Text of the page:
Sunday, 17 August 2014

Short Film Revew: INK (2014) Directed by Andy Stewart

A few months back, I reviewed Split - a short film by Andy Stewart, and was incredibly impressed. Now, he has completed his planned trilogy of body-horror, The Reflections Trilogy, with Ink
In Ink, we meet The Man (Sam Hayman), an oddball loner with a tattoo obsession. There's nothing particularly strange about that in this day and age. However, he is also clearly disturbed. He satisfies his compulsion by removing body art from other people's bodies; crudely stitching the pieces into his own derma. Naturally, like any addiction, it's hard to stop...
Like Stewart's earlier shorts, Dysmorphia (2012) and Split (2014), Ink deals with an individual suffering from an extreme form of mental illness. The characters are not monsters; but they do monstrous things. Ink is the first in which this manifests in harming others, however. Nevertheless, like those earlier films, the feelings, emotions, and struggles are all very relatable. Naturally, not to the extremes of the characters in the films, but there's certainly an element of coveting that may be familiar to some. 
Hayman is simply stunning as 'The Man'; creepy, disturbed looking (think Jame Gumb crossed with Jason Mewes), and particularly when in physical pain, very believable. There's very little dialogue, but you are drawn into this man's world easily, and the use of a very unconventional sound design is intentionally disorientating and even confusing at first, but becomes fully immersive, and often nearly as disturbing as the visuals.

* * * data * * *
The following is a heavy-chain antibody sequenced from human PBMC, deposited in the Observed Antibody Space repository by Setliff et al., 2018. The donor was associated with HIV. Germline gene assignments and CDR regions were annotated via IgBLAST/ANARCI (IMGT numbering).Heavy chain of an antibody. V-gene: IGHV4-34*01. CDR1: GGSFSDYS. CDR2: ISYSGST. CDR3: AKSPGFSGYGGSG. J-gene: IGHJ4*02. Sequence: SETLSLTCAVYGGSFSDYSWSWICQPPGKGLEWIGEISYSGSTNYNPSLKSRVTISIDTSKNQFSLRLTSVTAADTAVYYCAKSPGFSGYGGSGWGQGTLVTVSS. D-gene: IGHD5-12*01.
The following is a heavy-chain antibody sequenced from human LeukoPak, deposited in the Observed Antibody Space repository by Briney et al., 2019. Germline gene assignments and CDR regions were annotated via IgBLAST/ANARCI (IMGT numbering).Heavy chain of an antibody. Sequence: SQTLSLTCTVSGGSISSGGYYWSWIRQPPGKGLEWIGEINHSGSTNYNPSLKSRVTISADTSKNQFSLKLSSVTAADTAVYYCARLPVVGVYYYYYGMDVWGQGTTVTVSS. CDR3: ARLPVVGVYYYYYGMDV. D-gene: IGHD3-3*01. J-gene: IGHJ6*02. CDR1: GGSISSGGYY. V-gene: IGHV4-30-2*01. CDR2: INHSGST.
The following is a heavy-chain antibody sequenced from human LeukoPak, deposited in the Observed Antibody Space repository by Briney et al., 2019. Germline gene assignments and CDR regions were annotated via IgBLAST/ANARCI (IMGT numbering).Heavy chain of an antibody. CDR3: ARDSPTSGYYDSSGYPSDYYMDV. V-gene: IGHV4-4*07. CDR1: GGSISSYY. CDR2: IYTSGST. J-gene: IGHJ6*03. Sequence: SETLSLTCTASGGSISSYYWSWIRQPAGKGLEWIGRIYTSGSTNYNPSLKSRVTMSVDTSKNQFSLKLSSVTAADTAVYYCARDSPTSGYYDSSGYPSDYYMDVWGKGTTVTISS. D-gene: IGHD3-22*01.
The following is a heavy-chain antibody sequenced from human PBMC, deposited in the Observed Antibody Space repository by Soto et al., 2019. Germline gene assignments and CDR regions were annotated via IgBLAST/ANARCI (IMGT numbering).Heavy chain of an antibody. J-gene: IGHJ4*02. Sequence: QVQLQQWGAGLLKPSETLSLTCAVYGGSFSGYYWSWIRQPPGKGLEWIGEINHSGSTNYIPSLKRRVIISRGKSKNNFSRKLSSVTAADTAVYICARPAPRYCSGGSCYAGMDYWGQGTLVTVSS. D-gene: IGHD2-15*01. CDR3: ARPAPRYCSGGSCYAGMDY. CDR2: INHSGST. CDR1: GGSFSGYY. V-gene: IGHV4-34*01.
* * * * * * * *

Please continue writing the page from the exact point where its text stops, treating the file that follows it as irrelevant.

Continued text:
Once again, we're faced with some graphic body horror. It's an immense compliment to Stewart and his effects team, Grant Mason, Deirdre Flanigan and Lizz Wayt, that I will admit to squirming at least once (and maybe even twice) during the course of the twenty-minute film. The work that they did on such a small budget is amazing, and is certainly painful to watch! Naturally, it would be wrong for me to reveal too much about it, it certainly benefits from being seen cold, but it's a stunning, if disturbing, piece of art.
There's a large portion of the film based in The Man's flat, lit only by the beams of sunlight streaming through the ragged curtains, and as such is rather dark in places. It's a testament to the cinematographer, Alan McLaughlin, that it looks as good as it does with such a difficult shooting situation; the natural light is used brilliantly. I imagine it would certainly look even better seeing this on the big screen. Which hopefully, you'll get a chance to do come the next round of film festivals. If it's playing somewhere you are at, do not hesitate to check it out. 

9 out of 10

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